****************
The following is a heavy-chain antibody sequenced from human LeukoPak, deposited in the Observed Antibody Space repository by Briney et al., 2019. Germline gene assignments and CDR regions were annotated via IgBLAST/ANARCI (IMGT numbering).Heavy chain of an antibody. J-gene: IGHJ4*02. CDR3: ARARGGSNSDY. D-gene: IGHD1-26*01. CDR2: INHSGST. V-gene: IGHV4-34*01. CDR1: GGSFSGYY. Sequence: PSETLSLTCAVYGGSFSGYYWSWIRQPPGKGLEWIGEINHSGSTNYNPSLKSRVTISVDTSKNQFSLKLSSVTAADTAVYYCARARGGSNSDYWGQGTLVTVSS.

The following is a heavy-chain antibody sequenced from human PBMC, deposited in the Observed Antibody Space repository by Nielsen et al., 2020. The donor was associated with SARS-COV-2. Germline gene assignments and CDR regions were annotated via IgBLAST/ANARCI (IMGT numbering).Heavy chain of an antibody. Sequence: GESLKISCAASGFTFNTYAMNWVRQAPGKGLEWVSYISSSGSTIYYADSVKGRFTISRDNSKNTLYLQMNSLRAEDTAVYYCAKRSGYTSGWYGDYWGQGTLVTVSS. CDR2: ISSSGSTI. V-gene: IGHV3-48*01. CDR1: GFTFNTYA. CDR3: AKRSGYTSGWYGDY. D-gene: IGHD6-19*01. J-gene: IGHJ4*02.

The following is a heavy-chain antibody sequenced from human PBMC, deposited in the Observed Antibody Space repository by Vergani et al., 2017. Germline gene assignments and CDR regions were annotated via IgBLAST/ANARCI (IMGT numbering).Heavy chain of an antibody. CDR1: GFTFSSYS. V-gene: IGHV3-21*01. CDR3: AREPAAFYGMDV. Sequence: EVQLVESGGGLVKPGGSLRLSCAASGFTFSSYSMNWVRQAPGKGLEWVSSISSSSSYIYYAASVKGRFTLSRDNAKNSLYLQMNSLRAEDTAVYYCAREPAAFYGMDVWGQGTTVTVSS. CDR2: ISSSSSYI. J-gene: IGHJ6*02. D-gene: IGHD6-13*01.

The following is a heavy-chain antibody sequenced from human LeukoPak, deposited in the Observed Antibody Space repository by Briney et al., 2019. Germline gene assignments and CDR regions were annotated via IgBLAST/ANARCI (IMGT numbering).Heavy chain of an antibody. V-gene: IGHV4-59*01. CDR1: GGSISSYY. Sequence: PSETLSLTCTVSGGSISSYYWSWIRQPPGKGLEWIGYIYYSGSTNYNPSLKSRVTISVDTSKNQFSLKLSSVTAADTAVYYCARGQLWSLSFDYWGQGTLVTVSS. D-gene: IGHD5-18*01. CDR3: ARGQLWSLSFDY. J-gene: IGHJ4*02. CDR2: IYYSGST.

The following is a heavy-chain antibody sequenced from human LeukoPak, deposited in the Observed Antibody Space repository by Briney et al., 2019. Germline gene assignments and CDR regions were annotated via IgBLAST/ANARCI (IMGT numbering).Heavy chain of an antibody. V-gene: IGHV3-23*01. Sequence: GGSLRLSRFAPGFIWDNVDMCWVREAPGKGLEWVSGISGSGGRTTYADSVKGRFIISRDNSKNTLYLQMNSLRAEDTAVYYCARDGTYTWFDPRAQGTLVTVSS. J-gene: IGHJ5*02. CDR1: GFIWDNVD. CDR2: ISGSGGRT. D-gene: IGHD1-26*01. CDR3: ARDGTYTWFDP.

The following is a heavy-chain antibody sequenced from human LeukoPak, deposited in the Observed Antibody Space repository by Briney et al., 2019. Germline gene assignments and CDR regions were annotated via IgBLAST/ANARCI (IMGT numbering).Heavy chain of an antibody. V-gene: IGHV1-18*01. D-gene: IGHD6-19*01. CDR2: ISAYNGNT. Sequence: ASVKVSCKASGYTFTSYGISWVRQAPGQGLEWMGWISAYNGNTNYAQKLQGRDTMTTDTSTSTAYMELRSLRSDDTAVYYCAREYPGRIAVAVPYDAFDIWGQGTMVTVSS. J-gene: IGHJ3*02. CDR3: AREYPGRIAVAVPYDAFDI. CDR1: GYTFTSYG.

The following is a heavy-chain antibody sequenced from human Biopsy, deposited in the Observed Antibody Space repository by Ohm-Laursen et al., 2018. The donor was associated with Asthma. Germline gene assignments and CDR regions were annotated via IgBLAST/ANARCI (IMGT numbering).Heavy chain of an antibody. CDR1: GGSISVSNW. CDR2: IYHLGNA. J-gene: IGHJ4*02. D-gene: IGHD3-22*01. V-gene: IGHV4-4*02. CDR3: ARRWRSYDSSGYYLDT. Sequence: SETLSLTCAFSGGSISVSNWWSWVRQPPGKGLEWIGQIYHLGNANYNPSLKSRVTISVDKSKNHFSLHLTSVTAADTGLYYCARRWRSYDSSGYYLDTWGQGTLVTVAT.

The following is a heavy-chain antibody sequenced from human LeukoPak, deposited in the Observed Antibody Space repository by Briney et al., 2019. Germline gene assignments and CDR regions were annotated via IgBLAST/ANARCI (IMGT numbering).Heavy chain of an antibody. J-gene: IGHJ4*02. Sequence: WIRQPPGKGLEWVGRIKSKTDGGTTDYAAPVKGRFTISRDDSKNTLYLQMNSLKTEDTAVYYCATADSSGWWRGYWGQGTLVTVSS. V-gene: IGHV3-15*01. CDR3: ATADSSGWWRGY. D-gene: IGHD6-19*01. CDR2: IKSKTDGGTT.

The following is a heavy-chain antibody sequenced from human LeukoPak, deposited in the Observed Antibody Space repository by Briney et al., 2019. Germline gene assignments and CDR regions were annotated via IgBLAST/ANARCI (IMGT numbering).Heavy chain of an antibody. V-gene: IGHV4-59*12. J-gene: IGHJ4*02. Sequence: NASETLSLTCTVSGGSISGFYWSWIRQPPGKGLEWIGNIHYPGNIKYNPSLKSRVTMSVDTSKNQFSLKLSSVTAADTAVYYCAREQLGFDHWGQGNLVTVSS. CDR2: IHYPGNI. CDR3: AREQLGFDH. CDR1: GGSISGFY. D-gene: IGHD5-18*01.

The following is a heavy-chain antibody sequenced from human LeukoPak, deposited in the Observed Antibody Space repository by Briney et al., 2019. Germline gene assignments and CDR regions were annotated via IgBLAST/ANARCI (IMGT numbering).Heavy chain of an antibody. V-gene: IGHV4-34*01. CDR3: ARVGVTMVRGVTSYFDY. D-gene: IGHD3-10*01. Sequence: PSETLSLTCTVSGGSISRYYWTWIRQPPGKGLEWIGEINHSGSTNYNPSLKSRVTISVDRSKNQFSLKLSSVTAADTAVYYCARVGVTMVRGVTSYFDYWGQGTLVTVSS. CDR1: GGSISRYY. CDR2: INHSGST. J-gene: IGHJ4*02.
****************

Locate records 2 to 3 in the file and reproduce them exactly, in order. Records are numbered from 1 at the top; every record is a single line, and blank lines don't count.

The following is a heavy-chain antibody sequenced from human PBMC, deposited in the Observed Antibody Space repository by Nielsen et al., 2020. The donor was associated with SARS-COV-2. Germline gene assignments and CDR regions were annotated via IgBLAST/ANARCI (IMGT numbering).Heavy chain of an antibody. Sequence: GESLKISCAASGFTFNTYAMNWVRQAPGKGLEWVSYISSSGSTIYYADSVKGRFTISRDNSKNTLYLQMNSLRAEDTAVYYCAKRSGYTSGWYGDYWGQGTLVTVSS. CDR2: ISSSGSTI. V-gene: IGHV3-48*01. CDR1: GFTFNTYA. CDR3: AKRSGYTSGWYGDY. D-gene: IGHD6-19*01. J-gene: IGHJ4*02.

The following is a heavy-chain antibody sequenced from human PBMC, deposited in the Observed Antibody Space repository by Vergani et al., 2017. Germline gene assignments and CDR regions were annotated via IgBLAST/ANARCI (IMGT numbering).Heavy chain of an antibody. CDR1: GFTFSSYS. V-gene: IGHV3-21*01. CDR3: AREPAAFYGMDV. Sequence: EVQLVESGGGLVKPGGSLRLSCAASGFTFSSYSMNWVRQAPGKGLEWVSSISSSSSYIYYAASVKGRFTLSRDNAKNSLYLQMNSLRAEDTAVYYCAREPAAFYGMDVWGQGTTVTVSS. CDR2: ISSSSSYI. J-gene: IGHJ6*02. D-gene: IGHD6-13*01.